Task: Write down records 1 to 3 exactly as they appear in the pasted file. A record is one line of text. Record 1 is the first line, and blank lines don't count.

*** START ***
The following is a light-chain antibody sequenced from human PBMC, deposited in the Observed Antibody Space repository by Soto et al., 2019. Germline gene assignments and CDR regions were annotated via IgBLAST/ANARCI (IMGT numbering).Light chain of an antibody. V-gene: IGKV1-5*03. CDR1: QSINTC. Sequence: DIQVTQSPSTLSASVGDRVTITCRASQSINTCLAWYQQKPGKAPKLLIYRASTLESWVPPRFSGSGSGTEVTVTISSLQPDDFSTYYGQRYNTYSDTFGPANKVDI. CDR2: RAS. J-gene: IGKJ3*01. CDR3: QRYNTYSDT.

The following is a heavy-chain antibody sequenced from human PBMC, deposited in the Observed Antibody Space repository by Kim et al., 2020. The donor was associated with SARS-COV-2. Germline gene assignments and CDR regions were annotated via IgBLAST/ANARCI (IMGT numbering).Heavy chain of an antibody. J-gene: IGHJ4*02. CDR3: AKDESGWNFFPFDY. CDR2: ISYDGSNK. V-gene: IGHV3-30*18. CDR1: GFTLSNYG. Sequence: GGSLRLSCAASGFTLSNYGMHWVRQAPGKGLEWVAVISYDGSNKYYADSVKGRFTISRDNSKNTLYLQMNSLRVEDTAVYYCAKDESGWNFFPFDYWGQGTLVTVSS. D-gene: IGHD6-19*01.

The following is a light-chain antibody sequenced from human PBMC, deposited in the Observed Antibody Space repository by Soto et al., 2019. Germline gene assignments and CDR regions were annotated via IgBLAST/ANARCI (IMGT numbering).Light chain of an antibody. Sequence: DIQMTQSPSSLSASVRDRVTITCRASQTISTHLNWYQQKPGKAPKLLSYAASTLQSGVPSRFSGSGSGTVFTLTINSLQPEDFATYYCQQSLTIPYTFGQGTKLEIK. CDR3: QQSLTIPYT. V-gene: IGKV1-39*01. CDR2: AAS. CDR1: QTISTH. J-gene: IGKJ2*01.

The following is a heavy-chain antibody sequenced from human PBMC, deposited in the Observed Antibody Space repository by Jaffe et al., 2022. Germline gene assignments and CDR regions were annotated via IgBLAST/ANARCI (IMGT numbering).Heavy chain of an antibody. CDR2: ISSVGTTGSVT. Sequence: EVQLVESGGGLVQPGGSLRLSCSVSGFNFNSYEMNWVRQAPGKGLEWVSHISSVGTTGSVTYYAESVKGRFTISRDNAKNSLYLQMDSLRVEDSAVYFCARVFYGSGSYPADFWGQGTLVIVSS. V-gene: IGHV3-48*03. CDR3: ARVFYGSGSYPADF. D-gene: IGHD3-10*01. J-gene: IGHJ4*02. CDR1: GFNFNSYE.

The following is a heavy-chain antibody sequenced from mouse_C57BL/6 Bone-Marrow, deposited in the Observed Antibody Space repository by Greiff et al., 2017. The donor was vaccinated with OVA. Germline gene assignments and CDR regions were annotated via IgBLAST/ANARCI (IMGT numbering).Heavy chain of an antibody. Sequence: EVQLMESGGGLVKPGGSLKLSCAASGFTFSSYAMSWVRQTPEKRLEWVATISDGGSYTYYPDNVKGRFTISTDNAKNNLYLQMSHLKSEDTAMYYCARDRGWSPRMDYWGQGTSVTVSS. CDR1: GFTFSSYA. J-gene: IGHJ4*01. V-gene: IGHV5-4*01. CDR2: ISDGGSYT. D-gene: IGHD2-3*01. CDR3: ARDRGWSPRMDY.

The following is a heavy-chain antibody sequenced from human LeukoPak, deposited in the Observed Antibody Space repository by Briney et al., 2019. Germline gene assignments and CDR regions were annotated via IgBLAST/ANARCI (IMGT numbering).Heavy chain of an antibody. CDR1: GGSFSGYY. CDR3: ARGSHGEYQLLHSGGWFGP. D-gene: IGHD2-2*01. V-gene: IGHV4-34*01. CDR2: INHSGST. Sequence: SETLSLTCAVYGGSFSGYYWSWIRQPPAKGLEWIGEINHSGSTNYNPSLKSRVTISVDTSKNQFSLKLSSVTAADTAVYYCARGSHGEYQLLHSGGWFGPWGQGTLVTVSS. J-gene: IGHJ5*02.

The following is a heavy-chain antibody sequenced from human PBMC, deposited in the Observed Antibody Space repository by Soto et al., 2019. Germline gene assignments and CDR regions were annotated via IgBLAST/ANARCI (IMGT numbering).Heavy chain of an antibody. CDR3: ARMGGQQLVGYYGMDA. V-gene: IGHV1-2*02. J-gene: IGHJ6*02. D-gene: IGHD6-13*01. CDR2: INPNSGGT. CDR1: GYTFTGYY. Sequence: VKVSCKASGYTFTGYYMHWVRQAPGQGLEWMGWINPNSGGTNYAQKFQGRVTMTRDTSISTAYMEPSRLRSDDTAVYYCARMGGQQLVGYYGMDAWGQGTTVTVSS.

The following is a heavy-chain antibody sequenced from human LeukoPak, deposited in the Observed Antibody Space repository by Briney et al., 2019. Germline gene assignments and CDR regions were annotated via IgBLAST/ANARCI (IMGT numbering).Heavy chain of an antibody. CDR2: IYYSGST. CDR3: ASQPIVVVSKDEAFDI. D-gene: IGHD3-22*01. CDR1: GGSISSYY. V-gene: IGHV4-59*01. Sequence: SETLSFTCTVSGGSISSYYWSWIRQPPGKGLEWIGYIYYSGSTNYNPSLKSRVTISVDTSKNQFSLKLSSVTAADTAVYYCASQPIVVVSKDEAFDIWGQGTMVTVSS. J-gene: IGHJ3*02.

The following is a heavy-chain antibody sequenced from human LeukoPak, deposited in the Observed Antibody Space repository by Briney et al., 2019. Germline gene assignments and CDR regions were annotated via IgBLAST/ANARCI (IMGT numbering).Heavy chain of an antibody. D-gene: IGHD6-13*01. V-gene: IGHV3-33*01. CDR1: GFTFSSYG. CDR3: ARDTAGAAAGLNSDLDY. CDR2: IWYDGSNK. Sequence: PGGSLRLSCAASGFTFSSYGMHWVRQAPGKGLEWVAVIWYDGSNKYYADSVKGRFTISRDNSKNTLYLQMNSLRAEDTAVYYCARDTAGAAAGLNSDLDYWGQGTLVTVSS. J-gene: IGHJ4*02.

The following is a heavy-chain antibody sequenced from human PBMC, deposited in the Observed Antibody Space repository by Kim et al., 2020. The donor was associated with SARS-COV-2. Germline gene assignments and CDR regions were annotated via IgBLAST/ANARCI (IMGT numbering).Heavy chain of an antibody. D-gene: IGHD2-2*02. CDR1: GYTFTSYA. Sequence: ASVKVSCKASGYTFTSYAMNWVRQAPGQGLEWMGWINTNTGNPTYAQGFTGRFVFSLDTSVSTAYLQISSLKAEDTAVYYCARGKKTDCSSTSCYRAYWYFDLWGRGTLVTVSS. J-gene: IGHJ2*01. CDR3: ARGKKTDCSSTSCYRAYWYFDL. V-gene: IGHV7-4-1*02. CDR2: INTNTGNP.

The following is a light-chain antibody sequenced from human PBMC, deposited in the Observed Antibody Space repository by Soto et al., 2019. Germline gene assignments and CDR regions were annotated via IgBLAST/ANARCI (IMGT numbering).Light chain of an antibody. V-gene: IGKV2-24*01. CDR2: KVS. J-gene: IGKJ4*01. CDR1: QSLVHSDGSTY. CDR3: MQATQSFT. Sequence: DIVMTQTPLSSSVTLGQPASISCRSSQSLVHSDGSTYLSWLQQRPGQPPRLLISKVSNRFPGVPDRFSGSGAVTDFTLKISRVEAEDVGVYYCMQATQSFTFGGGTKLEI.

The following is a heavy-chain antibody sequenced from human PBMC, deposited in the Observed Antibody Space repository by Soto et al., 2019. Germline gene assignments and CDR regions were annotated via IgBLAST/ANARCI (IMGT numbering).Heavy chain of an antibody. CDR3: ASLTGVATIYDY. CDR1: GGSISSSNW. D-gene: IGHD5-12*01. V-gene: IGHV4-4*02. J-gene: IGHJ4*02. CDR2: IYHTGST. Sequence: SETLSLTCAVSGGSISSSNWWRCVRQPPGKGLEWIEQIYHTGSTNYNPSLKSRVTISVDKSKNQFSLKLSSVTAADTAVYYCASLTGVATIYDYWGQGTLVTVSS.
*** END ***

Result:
The following is a light-chain antibody sequenced from human PBMC, deposited in the Observed Antibody Space repository by Soto et al., 2019. Germline gene assignments and CDR regions were annotated via IgBLAST/ANARCI (IMGT numbering).Light chain of an antibody. V-gene: IGKV1-5*03. CDR1: QSINTC. Sequence: DIQVTQSPSTLSASVGDRVTITCRASQSINTCLAWYQQKPGKAPKLLIYRASTLESWVPPRFSGSGSGTEVTVTISSLQPDDFSTYYGQRYNTYSDTFGPANKVDI. CDR2: RAS. J-gene: IGKJ3*01. CDR3: QRYNTYSDT.

The following is a heavy-chain antibody sequenced from human PBMC, deposited in the Observed Antibody Space repository by Kim et al., 2020. The donor was associated with SARS-COV-2. Germline gene assignments and CDR regions were annotated via IgBLAST/ANARCI (IMGT numbering).Heavy chain of an antibody. J-gene: IGHJ4*02. CDR3: AKDESGWNFFPFDY. CDR2: ISYDGSNK. V-gene: IGHV3-30*18. CDR1: GFTLSNYG. Sequence: GGSLRLSCAASGFTLSNYGMHWVRQAPGKGLEWVAVISYDGSNKYYADSVKGRFTISRDNSKNTLYLQMNSLRVEDTAVYYCAKDESGWNFFPFDYWGQGTLVTVSS. D-gene: IGHD6-19*01.

The following is a light-chain antibody sequenced from human PBMC, deposited in the Observed Antibody Space repository by Soto et al., 2019. Germline gene assignments and CDR regions were annotated via IgBLAST/ANARCI (IMGT numbering).Light chain of an antibody. Sequence: DIQMTQSPSSLSASVRDRVTITCRASQTISTHLNWYQQKPGKAPKLLSYAASTLQSGVPSRFSGSGSGTVFTLTINSLQPEDFATYYCQQSLTIPYTFGQGTKLEIK. CDR3: QQSLTIPYT. V-gene: IGKV1-39*01. CDR2: AAS. CDR1: QTISTH. J-gene: IGKJ2*01.